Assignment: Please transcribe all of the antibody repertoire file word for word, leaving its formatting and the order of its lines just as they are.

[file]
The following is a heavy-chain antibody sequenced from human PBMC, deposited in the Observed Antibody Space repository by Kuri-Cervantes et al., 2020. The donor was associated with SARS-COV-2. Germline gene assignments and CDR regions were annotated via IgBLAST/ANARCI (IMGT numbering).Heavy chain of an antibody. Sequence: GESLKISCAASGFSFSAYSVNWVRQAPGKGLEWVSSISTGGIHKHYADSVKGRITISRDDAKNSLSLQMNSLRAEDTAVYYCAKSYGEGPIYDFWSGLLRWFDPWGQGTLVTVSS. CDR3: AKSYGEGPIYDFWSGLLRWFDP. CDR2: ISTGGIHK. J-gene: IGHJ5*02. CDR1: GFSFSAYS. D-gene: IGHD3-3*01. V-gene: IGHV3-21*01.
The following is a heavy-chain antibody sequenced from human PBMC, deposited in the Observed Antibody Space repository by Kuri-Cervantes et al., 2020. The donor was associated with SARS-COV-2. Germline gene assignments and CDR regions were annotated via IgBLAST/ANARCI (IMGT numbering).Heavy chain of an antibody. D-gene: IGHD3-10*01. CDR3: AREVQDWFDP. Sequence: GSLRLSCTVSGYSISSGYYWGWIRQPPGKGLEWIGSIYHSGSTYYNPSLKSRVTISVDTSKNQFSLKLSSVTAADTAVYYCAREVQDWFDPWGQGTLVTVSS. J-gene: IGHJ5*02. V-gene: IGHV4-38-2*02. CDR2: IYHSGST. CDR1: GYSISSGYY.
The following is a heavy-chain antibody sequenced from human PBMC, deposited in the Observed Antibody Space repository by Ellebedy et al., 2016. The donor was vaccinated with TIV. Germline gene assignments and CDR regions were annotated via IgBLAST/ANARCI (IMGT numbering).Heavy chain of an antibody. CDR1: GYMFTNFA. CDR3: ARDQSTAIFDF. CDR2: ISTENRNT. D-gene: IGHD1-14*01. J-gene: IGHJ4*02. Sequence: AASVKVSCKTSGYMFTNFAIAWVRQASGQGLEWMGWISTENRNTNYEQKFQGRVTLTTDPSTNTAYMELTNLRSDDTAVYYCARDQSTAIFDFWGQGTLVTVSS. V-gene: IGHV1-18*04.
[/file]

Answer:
The following is a heavy-chain antibody sequenced from human PBMC, deposited in the Observed Antibody Space repository by Kuri-Cervantes et al., 2020. The donor was associated with SARS-COV-2. Germline gene assignments and CDR regions were annotated via IgBLAST/ANARCI (IMGT numbering).Heavy chain of an antibody. Sequence: GESLKISCAASGFSFSAYSVNWVRQAPGKGLEWVSSISTGGIHKHYADSVKGRITISRDDAKNSLSLQMNSLRAEDTAVYYCAKSYGEGPIYDFWSGLLRWFDPWGQGTLVTVSS. CDR3: AKSYGEGPIYDFWSGLLRWFDP. CDR2: ISTGGIHK. J-gene: IGHJ5*02. CDR1: GFSFSAYS. D-gene: IGHD3-3*01. V-gene: IGHV3-21*01.
The following is a heavy-chain antibody sequenced from human PBMC, deposited in the Observed Antibody Space repository by Kuri-Cervantes et al., 2020. The donor was associated with SARS-COV-2. Germline gene assignments and CDR regions were annotated via IgBLAST/ANARCI (IMGT numbering).Heavy chain of an antibody. D-gene: IGHD3-10*01. CDR3: AREVQDWFDP. Sequence: GSLRLSCTVSGYSISSGYYWGWIRQPPGKGLEWIGSIYHSGSTYYNPSLKSRVTISVDTSKNQFSLKLSSVTAADTAVYYCAREVQDWFDPWGQGTLVTVSS. J-gene: IGHJ5*02. V-gene: IGHV4-38-2*02. CDR2: IYHSGST. CDR1: GYSISSGYY.
The following is a heavy-chain antibody sequenced from human PBMC, deposited in the Observed Antibody Space repository by Ellebedy et al., 2016. The donor was vaccinated with TIV. Germline gene assignments and CDR regions were annotated via IgBLAST/ANARCI (IMGT numbering).Heavy chain of an antibody. CDR1: GYMFTNFA. CDR3: ARDQSTAIFDF. CDR2: ISTENRNT. D-gene: IGHD1-14*01. J-gene: IGHJ4*02. Sequence: AASVKVSCKTSGYMFTNFAIAWVRQASGQGLEWMGWISTENRNTNYEQKFQGRVTLTTDPSTNTAYMELTNLRSDDTAVYYCARDQSTAIFDFWGQGTLVTVSS. V-gene: IGHV1-18*04.